This morning we left Riga at 9am and had morning tea at Estonian border. We could see the Baltic Sea from Latvia. We stopped at Port Artur and saw the lively historical seaside town of Parnu. We had a stroll on the sandy beach before stopping for lunch in the local shopping centre. We continued on our coach to Tallin arriving at 3pm. We stayed at the Kreutzwald Hotel for the next two nights. After checking in, Sandy, Martin, Pete and I headed out on foot to Old Town Tallinn. We entered Old Town through Freedom Square. The square is bounded on the east by St. John's Church, on the south by Kaarli Boulevard and an underground shopping center, and on the west by a Victory Column commemorating the Estonian War of Independence 1918-1920. We saw the Museum of Occupation. Then onto the Maidens Tower which has an interesting history. In the past, prostitution was illegal in Estonia, so prostitutes that were caught were jailed in this tower in the 14th Century. This prison was later renamed the ironic name Maiden Tower by the locals living in the area. Many people in Tallinn believe that the Maiden Tower is haunted by the spirits of the young women who were once imprisoned in it.
We passed Danish Kings garden. According to an old legend, this is the spot where a flag descended from the sky during Danish invasion; this flag turned the course of the battle in favour of King Valdemar II. Later, the flag became the national flag of Denmark.
St. Alexander Kevsky Cathedral is an orthodox cathedral built in a typical Russian Revival style between 1894 and 1900, during the period when the country was part of the Russian Empire. It is Tallinn's largest and grandest orthodox cupola cathedral dedicated to Saint Alexander Nevsky who in 1242 won the Battle of the Ice on Lake Peipus, in the territorial waters of present-day Estonia. The late Russian patriarch, Alexis II, started his priestly ministry in the church.On top of the hill is Toompea Castle. The castle, an ancient stronghold site in use since at least the 9th century, today houses the Parliament of Estonia. Tall Hermans Tower is the defensive tower standing at the south-western corner of Toompea Castle built in 1371. It obtained its current height (45.6 m) and shape in the late 15th century. There were viewing platforms here with spectacular views of Old Town. The Dome Church also known as the Cathedral of St. Mary the Virgin, sits on Toompea Hill. Despite the name, the church does not feature a dome: the name is in fact a corruption of the Estonian word toom, which means cathedral. The church was founded in 1233 and rebuilt repeatedly, which has left it with a mix of architectural styles. Its vaulted main body dates from the 15th century, while its Baroque tower was added in 1779.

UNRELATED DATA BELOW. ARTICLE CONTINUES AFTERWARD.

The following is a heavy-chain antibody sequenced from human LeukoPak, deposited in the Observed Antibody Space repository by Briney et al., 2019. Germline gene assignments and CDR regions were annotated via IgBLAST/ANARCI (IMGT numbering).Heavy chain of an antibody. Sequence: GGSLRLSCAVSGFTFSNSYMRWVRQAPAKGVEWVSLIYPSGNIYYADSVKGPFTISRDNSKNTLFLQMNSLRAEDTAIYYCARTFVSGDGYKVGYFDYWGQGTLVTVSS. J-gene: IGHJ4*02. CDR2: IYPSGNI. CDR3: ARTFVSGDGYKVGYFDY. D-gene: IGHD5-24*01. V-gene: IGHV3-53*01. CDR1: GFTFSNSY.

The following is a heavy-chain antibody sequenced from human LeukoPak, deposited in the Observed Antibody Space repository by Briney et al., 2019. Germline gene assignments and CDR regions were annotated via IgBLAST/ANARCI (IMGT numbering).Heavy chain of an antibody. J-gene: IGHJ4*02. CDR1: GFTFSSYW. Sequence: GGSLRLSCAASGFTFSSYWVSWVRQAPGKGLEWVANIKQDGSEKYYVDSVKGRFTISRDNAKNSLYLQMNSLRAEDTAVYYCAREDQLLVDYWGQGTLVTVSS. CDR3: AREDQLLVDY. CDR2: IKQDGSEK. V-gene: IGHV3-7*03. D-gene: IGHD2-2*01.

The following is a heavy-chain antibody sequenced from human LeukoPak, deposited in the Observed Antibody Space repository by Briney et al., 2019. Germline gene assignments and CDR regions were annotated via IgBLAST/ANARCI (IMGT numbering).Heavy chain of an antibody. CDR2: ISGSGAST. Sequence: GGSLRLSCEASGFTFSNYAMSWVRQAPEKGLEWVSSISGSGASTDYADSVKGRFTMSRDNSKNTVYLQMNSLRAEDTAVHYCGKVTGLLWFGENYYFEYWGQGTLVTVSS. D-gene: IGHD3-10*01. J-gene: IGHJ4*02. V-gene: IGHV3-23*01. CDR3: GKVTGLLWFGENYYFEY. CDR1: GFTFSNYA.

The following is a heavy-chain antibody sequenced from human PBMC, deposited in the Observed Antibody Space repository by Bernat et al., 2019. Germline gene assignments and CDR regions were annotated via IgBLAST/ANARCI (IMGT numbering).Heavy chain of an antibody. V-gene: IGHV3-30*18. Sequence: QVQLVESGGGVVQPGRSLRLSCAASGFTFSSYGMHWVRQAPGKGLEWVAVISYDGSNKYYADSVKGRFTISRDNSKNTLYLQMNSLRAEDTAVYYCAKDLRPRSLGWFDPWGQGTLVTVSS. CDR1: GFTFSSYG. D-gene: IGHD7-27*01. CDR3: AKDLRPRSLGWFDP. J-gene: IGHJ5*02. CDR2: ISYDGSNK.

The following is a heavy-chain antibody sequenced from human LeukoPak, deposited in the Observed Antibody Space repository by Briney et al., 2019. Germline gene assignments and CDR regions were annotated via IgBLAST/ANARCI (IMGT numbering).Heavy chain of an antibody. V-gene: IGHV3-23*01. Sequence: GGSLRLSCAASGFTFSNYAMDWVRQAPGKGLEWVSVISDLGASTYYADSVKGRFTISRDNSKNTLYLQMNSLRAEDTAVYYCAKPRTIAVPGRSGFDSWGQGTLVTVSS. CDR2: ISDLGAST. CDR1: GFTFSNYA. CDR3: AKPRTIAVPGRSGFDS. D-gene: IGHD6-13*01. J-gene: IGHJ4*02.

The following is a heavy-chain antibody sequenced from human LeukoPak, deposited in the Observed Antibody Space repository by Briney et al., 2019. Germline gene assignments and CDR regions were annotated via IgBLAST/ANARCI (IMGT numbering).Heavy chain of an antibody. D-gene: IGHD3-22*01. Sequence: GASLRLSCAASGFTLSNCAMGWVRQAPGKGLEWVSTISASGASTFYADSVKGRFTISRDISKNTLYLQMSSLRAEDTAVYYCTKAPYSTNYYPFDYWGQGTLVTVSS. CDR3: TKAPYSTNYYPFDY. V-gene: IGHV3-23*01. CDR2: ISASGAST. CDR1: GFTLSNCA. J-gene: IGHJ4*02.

Historically, the Dome Church was a burial ground for the elite and the interior walls are decorated with the coats-of-arms of Estonia's noble families. As you approach the altar, you will see the finest carved tombs on the right, including that of the 16th-century Swedish commander, Pontus de la Gardie, who led Swedish forces during the Great Northern War, and the marble Greek temple-style sarcophagus of the 18th-century Scottish-born Admiral Samuel Greigh, who joined the Russian navy and became a hero of Russo-Turkish sea battles - and was also rumored to be Catherine the Great's lover. A large slab of stone dedicated to Otto Johann Thuve lies just inside the entrance. Thuve, sometimes referred to as "Tallinn's Don Juan", was a notorious drinker and womanizer, who requested burial at the church's threshold so that churchgoers, as they kneeled to pray, might save his soul. Next stop was the Nigulistee Museum which was located in St Nicholas Church. This church built in the 13th century is one of the few museums located in a sacral building. We walked through Masters Courtyard which is one of the most medieval looking alleys in the whole of Tallinn, complete with giant old tombstones hanging on the walls. Then through St Catherines Passage which is one of the prettiest little walkways in all of Old Town, the medieval St. Catherine's passage connects Vene and Müürivahe streets. We saw the City Museum and the Great Guild Hall. Next stop was The Great Coastal Gate & Fat Margarets Tower were built to protect the city from the seaside, but also to impress quests arriving by sea. The Great Coastal Gate (built at the same time with the city wall) is located in the northern part of the Old Town near the port. In the 16th century, during the reconstruction of the gate, the Fat Margaret's artillery tower was built nearby. Today, the Fat Margaret houses Estonian Maritime Museum. We made our way down to St Olavs Church which is the city's biggest medieval structure, took its name from the sainted Norwegian king Olav II Haraldsson. The church was first mentioned in 1267. It became one of the main churches in the Lower Town and formed its own congregation, which at first mostly comprised Scandinavian merchants and craftsmen and few Estonians. The evangelical preachings of the then chaplain of the church, Zacharias Hasse, led to the start of the reformation in Tallinn in 1523. We stopped in Town Hall Square as there was a Russian dance group performing. There was music, singing and dancing, great atmosphere. We had dinner at an Irish Pub and then made our way back to our hotel.